My wife is having surgery on her knee tomorrow -- we hope. Somewhere along the way, somebody dropped the ball. She was supposed to be called last week for a pre-surigical appointment and tests, and to get the schedule. That never happened. Friday was a bit crazy, so she didn't call the office then. When she called the office Monday morning, the person she talked to said that her surgery appointment hadn't been confirmed. She confirmed it face-to-face with the scheduler at her last appointment. I told her to call back and raise hell.
You see, my mother came here this week to help out, and won't be able to easily come back later because then she'd be coming from Florida. I'm glad I work from home because my wife volunteers at the local elementary school. While the surgeon's office is scrambling to correct their mistake (something that I do appreciate), I'm fielding calls and forwarding information to her when she's at school and cannot be reached (bad cell service). So, right now, she's dropping what she is doing to head over to the office to get her pre-surgical tests (a CBC [I get it] and an EKG [I don't get it because she had an EKG in June]), and go over meds, prep, et cetera.
As a patient, this situation sucks. There are at least four different ways that they can contact us, but it winds up that we seem to have to keep pestering them in order for this to happen in a way that works for us. We like the surgeon, and want to stick with him, but boy, if I was in the office, or my wife had to work, there would be no way we could easily get this done before November at this stage. While it could easily wait that long, because it's not urgent surgery, but what a royal pain it is to make it convenient for us. I also think about what it cost my mother to come make this visit. It isn't terribly expensive, but it was already a sacrifice for her. I know how lucky I am to be able to work with this provider and make sure that we get everything done, and I'm grateful that they are working with us. I know of so many stories where it is so much harder. We have three people to attack the problem from different sides, but so many have to go it alone.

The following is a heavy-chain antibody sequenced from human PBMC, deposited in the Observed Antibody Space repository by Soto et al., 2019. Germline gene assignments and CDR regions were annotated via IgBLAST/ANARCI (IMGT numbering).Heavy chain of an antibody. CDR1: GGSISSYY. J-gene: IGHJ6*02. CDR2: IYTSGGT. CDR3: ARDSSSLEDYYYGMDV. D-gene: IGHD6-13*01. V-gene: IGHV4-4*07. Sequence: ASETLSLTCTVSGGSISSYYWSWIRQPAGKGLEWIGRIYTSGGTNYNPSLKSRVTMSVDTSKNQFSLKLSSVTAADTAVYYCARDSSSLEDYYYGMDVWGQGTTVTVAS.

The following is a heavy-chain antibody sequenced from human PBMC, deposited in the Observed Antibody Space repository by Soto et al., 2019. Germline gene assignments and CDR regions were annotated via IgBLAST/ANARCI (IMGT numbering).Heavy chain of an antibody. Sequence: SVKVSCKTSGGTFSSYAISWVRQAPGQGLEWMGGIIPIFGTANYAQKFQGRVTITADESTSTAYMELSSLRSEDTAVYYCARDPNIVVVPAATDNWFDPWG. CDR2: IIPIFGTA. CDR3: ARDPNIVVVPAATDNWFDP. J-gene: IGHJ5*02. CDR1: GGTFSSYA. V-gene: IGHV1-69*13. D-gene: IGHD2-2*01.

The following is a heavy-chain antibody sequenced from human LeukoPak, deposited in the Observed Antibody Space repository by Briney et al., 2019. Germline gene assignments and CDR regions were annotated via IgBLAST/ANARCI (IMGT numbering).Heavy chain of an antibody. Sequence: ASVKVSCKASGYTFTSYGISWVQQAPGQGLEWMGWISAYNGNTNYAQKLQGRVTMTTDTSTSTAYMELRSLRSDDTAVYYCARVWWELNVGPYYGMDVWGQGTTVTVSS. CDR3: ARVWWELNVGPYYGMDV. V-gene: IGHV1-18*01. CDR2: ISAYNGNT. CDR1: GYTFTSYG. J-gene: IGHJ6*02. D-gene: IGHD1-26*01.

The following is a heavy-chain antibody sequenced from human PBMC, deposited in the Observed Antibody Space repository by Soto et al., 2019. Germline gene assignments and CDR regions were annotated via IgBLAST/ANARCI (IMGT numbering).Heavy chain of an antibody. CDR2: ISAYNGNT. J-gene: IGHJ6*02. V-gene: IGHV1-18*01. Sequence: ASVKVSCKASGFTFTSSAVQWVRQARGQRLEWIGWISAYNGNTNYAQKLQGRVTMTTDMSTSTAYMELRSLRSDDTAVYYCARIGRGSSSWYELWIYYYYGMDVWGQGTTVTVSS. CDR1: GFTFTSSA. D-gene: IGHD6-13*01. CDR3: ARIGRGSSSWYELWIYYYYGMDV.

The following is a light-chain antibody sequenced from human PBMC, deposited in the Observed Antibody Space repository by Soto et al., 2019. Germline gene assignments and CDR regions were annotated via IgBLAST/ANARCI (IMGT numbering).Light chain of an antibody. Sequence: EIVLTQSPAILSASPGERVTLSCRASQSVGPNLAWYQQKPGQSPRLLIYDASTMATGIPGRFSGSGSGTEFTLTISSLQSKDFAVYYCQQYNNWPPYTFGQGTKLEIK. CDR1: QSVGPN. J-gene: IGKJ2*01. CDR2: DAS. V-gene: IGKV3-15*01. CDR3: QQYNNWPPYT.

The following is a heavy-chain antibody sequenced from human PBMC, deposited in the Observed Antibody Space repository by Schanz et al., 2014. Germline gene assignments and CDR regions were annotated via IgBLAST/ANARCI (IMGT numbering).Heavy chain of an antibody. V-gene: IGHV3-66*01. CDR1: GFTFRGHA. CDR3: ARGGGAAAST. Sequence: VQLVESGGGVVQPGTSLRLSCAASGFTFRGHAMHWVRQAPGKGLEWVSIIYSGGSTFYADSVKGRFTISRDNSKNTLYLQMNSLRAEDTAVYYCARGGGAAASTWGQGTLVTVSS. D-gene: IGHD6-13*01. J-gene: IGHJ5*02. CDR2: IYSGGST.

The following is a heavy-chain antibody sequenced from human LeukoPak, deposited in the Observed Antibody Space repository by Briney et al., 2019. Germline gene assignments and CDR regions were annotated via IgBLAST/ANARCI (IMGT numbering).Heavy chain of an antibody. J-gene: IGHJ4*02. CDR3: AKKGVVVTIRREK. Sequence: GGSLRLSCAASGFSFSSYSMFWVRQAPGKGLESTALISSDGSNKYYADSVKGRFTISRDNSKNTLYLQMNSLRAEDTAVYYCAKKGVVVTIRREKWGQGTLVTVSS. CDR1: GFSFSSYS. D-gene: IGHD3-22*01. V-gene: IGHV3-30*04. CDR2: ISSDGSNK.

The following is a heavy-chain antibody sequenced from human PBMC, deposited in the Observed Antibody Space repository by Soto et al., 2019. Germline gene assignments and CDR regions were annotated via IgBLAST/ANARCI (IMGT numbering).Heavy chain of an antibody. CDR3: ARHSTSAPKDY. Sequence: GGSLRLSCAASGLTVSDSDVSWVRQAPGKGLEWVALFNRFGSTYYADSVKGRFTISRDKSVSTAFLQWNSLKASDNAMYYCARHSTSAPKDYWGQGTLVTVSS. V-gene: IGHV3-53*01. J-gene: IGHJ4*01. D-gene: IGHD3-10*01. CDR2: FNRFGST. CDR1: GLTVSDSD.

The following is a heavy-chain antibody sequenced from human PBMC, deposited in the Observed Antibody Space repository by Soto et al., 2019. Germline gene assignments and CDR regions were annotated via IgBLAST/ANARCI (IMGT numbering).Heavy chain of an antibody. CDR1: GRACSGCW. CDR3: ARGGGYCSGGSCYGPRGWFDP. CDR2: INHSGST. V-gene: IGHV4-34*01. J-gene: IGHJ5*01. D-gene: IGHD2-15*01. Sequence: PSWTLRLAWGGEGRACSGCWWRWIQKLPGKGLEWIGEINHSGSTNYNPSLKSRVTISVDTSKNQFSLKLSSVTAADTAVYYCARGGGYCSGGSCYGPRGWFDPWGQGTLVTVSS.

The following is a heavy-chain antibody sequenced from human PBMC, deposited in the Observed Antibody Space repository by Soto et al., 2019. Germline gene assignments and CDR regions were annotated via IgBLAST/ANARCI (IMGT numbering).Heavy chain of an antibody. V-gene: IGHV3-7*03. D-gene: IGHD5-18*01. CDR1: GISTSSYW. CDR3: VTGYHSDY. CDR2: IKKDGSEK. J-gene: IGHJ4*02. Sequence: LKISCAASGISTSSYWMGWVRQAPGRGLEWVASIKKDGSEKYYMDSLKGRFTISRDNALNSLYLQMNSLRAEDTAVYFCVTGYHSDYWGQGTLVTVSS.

My question to myself: Where could IT help to solve this problem? In this case, doing what it does best, which is simple, brainless work. There's a list of things that need to be done: Scheduling the CBC and EKG. Scheduling the pre-operative visit. Ensuring that the results of these tests are available a couple of days before the surgery. Making that information available both to the patient, and to the surgeon's staff. This particular procedure is one the surgeon does quite often. There is probably an order set of these things that he wants to have done somewhere. Putting this list of things together, providing workflow automation to ensure that things happen on schedule, and ensuring that the patient is contacted are all things that workflow automation can really help with.
IHE PCC is looking at several profile proposals that involve workflow this year, and anticipate using Cross Enterprise Document Workflow (XDW). This is a perfect example of a use case that could be aided by XDW. There are several others, most of which are more complicated. We may need time to study XDW and figure out how to use it in a workflow profile. We may have to try different approaches to see which works best. We will almost certainly struggle with how to specify a workflow and what needs to be included, and make it easy for different systems to participate in one.
Another question: How could this have been handled better by the surgeon's office? A simple sheet of paper with the list of things that have to get done, given to the patient, along with orders for the necessary tests (which could be done anywhere). No IT changes necessary, just enabling the patient to help. For an office with low volume, this is the low-tech equivalent of what an XDW workflow profile would look like. We'll need to keep that low-tech equivalent in mind when we design XDW-based profiles.